Ed Sheeran Wins Big, Then Steps Into Controversy

British singer/songwriter Ed Sheeran was one of the big winners at last nights inaugural BBC Music Awards, and almost immediately stepped into controversy. The Guardian reports that 23-year-old Sheeran, whose second album 'X' has sold over 1 million copies, won the award for the Best British Artist of 2014 at the glittering ceremony held in London last night.

Speaking backstage after the ceremony Sheeran praised online streaming service Spotify, saying, "My music has been streamed 860 million times, which means that it's getting out to people. I'm playing sold-out gigs in South America, I've sold out arenas in Korea and south-east Asia."

Sheeran went on to say, "I don't think I'd be able to do that without Spotify. For me, Spotify is not even a necessary evil. It helps me do what I want to do."

Sheerans' comments fly in the face of the views of many artists who criticize what they see as pitifully low rates paid to artists by Spotify. Bands like The Beatles, AC/DC, and, The Black Keys are all unavailable on Spotify, citing the streaming rates paid to artists which can be as low as $0.007 (£0.0045) per play. Ed's comments may well land him in hot water with singer Taylor Swift, who has been romantically linked with Sheeran and is a critic of the service.

ED Sheeran has every reason to be happy with Spotify, of course. After all, Ed can sit back and reflect on the fact that 860 million plays will have earned him in excess of $6 million. Sheeran is the most played artist on the streaming service this year. Being popular on Spotify does not seem to have harmed Ed Sheeran's album sales too much either; his album X has sold over 1 million copies in the UK, and has topped the chart for 9 weeks. It also hit the top of the Billboard chart in the U.S., selling more than 200,000 copies in its first week.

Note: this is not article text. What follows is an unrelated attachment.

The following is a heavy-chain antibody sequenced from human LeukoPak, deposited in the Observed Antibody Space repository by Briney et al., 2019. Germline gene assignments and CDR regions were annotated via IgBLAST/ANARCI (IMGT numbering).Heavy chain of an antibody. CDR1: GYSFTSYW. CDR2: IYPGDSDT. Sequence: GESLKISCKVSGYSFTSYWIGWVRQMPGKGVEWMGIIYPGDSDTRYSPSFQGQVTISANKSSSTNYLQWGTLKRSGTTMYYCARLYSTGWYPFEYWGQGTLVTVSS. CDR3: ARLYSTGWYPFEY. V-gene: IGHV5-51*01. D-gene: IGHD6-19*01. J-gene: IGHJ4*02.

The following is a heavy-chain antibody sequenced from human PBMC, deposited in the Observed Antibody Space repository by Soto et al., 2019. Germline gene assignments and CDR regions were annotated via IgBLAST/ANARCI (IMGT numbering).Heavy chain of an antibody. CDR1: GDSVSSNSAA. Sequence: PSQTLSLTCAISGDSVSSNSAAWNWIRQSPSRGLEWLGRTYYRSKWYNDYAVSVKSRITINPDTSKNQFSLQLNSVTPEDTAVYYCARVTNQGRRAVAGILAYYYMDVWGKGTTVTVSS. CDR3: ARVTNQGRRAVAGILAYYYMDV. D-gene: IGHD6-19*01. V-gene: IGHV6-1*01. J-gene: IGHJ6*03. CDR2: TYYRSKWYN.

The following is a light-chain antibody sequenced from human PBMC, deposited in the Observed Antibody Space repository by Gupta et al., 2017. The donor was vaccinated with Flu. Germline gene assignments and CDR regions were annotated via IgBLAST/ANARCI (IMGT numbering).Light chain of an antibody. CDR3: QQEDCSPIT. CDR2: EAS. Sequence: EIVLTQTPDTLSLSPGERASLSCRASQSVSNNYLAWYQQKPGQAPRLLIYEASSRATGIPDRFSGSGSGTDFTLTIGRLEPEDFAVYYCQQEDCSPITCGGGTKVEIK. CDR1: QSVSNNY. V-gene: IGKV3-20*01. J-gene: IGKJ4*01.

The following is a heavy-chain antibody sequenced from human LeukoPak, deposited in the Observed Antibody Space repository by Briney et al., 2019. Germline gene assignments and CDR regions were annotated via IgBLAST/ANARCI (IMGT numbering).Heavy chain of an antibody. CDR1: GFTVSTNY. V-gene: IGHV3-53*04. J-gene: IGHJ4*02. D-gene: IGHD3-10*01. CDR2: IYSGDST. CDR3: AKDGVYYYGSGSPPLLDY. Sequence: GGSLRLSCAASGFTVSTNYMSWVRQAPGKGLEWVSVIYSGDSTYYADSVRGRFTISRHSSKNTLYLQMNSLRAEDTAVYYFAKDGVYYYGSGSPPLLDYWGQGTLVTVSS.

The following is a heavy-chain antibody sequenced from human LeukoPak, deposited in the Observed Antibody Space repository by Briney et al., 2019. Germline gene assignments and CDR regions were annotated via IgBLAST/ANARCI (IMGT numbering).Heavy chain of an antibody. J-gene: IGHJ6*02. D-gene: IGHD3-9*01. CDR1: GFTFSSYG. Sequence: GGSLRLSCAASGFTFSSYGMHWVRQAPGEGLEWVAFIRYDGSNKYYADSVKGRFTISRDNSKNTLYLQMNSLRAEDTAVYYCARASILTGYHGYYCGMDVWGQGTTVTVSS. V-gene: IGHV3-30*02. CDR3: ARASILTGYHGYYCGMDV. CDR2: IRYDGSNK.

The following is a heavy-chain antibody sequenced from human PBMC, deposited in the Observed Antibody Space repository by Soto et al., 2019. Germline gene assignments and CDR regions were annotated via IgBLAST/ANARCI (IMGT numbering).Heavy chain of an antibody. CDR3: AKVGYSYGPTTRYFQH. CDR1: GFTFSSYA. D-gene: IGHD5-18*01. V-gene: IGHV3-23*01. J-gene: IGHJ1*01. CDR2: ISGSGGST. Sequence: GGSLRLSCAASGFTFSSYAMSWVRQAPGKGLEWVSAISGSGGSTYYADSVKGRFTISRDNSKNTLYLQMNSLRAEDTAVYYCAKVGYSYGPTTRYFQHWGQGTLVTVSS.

"Thinking Out Loud," the third single from Sheeran's album, has also topped the charts for the past couple of weeks.

Whilst Sheeran told BBC News that "Spotify are paying the right amount," he also said that he respected other artists views, but he felt the royalty rates were fair. Sheeran went on to say that many of the artists who were withholding their music from streaming services were already big sellers.

Of course, it is easy for Ed Sheeran to say that Spotify's model works for him, but there can be little doubt that for many less known artists the rates offered make it very difficult to make a living as a musician. Ed Sheeran may feel that he "owes his career to Spotify," but thousand of artists feel it is killing theirs.